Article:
I reckon moral views can change diets but not tastes. They are both fantastic, beef is better, tomatoes are solid, and I will gorge myself on all three then smoke a cigarette.
I understand the use of -aĵ- for specifying meat from those animals - but, for example, trinkaĵo (used later in the course) is the word for beverages, and not "drink meat", and manĝaĵo means "food" and not "meal meat" (whatever that would mean). I just think Duo should give us the specific meaning of the suffixes, instead of crude examples. I don't see "the suffix -aĵ- specifies food" anywhere in the supporting article, it just says so for meat - and proceeds to use it in exercises where it is not in that context.
I believe it means "a concrete example of something". For example (with apologies I'm not on a computer with diacritics), trinkajxo = beverage in general, bovajxo means beef (beef meat), etc.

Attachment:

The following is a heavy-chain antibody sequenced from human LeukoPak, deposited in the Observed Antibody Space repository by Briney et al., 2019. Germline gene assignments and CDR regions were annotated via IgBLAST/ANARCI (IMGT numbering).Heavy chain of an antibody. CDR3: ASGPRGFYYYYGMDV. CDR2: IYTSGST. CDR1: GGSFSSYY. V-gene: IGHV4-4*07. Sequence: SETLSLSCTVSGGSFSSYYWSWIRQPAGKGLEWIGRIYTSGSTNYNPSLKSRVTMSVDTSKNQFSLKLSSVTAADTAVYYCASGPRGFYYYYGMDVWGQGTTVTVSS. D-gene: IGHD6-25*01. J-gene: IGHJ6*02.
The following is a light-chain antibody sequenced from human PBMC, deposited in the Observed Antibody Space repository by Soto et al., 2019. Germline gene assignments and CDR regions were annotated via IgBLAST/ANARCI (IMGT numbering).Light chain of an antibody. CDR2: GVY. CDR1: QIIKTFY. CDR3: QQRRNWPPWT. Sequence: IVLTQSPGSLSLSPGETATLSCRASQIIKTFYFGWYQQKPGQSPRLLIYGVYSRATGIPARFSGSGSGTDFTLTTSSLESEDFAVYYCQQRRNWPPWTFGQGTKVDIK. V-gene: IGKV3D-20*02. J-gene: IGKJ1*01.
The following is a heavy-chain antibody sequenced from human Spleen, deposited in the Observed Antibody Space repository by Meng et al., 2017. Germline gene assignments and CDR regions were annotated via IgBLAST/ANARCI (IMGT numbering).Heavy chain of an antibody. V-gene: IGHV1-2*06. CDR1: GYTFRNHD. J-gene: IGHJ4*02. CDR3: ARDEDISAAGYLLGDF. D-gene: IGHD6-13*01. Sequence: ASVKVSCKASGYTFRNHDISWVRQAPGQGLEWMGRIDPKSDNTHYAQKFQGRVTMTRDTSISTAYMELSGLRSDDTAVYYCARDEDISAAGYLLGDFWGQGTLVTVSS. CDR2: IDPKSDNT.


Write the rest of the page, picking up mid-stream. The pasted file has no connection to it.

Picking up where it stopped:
There are times when a word can be translated two different ways depending on its meaning. For example, painting can mean the act of painting, or the thing you hang on the wall. Pentrado means the act of painting, pentrajxo means the thing you hang on a wall. Ajxo on its own would mean a concrete thing.
This help at all?
There exists keyboards for phones: iOS: https://itunes.apple.com/us/app/esperanta-klavaro/id957192189?mt=8 (not sure if it works, I have Android :P) Android: https://play.google.com/store/apps/details?id=com.google.android.inputmethod.latin (Esperanto is an available language)
tastier already implies that pork has a better taste than beef, and the sentence is saying pork tastes better than beef, so you would just translate the sentence as "pork is tastier than beef". If you wanted to say "much tastier", I believe you would say "multe pli bongusta". Don't quote me if I'm wrong.